The Waite=J.K. Tarot decks - House of White Tarot Museum & Research Library
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1975 2nd. edition J.K. Tarot set (note card backs)

The Waite=J.K. Tarot decks

The Waite=J.K. Tarot was published by Tairiku Shobou, of Tokyo Japan, first in 1975 and then much later in 1989. It seems they published quite a bit of manga as well. They went bankrupt sometime between 1999 and 2006, so this is the only connection we have with them to the Waite-Smith decks. The art was done by Seigan Nakajima under the supervision of Alexandria Mokusei-ou. The actual cards measure 4 58” by 2 23” and this first edition has backs that are brown with a white Shield of David and what looks to be a highly stylized a yod in the center. This will be replaced in later editions.


So much love was put into the creation and presentation of this first edition that it puts most modern decks to shame. Nothing was left to chance; from the symbolism (albeit inconsistent and incongruent) on the decks, books, and display boxes, to the instruction cards, snap-case protective case, and turn of the century font on the Romanized cover (a nod to the era of the Waite-Smith’s deck creation). This is a small treasure—a common item of exceptional quality crafted by loving hands. Four versions are presented below for your enjoyment.

Please click on the image to see it full-sized, or on the arrows to scroll through the various pictures. Or. . . Check out our collection of web-friendly scanned images of this deck here. 


This is what the first edition of the Waite=J.K. Tarot decks looked like. The card backs were bathed in a solid brown ink, with a shield of David on the back which sported a highly stylized yod. I had to ask the creator of the deck to verify that this is, in fact, a yod, and not a zayin, dalet, or khaf. The problem with font calligraphy is that it can be so stylized that letters appear like other letters to the untrained eye (we see this a lot in 17th and 18th century script).


As to the printing, they moved to a diamond back pattern within the year; something more traditional to people used to handling playing cards, and also reversible, so you could preserve the mystery and surprise as to whether the card you were about to turn over was upright or not. This edition came with the two instruction cards and the LWB in Japanese, with The Magician on the cover.


The large book featured here is the second printing of the first edition; the first printing being on January 7th, and the second run happening on March 5th. This particular copy also came with the original bookstore sheet; a rare but trivial find.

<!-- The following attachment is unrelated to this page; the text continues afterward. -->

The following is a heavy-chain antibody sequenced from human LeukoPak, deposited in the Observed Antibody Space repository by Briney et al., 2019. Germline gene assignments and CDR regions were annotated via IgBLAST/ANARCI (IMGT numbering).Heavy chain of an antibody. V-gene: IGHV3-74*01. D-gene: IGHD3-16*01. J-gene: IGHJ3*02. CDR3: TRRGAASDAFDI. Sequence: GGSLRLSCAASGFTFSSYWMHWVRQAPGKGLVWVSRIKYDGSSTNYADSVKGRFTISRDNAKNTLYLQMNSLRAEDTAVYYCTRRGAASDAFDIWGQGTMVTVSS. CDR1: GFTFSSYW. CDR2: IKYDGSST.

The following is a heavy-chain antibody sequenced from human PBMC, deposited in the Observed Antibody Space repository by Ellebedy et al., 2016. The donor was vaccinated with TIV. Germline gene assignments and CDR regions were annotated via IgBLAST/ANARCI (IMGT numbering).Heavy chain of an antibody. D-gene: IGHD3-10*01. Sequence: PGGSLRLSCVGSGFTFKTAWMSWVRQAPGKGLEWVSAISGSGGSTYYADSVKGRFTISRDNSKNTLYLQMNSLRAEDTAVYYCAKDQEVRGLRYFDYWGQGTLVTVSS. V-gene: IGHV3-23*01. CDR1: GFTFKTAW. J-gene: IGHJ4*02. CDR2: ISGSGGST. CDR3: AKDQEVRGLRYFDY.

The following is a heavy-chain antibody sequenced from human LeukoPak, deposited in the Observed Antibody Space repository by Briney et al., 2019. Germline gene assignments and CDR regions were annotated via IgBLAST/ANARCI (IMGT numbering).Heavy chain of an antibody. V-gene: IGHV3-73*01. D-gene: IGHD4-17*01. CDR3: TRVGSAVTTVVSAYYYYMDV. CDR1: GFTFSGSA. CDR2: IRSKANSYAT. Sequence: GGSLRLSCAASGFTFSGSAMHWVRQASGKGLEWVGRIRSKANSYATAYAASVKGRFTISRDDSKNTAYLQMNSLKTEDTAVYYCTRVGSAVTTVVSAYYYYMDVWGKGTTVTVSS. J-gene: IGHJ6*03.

Please click on the image to see it full-sized, or on the arrows to scroll through the various pictures.


This appears to be the second edition of the 1975 version of the Waite-J.K. Tarot. I was assured by the seller this is in fact a 1976 deck, which should make it a third or fourth printing. It has the copyright date (in Japanese of course; I need to have someone verify this 🙂 ) and the old style box with an elegant snap closure to keep your cards in the box but undamaged.


I really hate trying to close (modern cardboard) tuck boxes because the flap jams up against the cards, and either the cards or the box gets damaged over time. This simple solution solved the problem without adding too much to the production costs.


Note how the card backs have been changed to a standard diamond pattern however. This is just like what happened to the old Rider decks. It looks like the printer started using pre-made playing card stock instead of the custom printed brown backs of the first edition (1975).


I was told by the seller from whom I purchased this deck that the paper wrapper that came with that particular deck was rare, so for what it’s worth, if you find one you should probably hang on to it. 🙂

Comparison of 1989 and 1975 J.K. Tarot boxes

This deck came without an outer box. I got it with a book (exactly the same look and feel as the other editions) and it has the same card backs as the 1975 “second edition” and other 1989 versions of this deck.


The only real difference I can tell is that the 1989 versions came with a (cheaper) cardboard tuck box. This one is brown. The next tab over will show a similar deck but with a tan box. If I can find out the print dates on these (by checking the books they came with) I might be able to supply a bit more information.

Please click on the image to see it full-sized, or on the arrows to scroll through the various pictures.


This particular version (1989) came with a tan/ivory tuck box and the now standard diamond back pattern on the card backs. Using standard card playing stock drives down manufacturing prices and hassle, which is why we saw it happen in 1910 with Rider, and why we see it continuing to this day.


Laura Osborne has this deck on her site and has presented it quite nicely if you would like to take a look. It is worth noting that her deck has a cardboard blue inner case, not a plastic one, just like the one the picture on the left. This is helpful in noting which version you have or are about to purchase.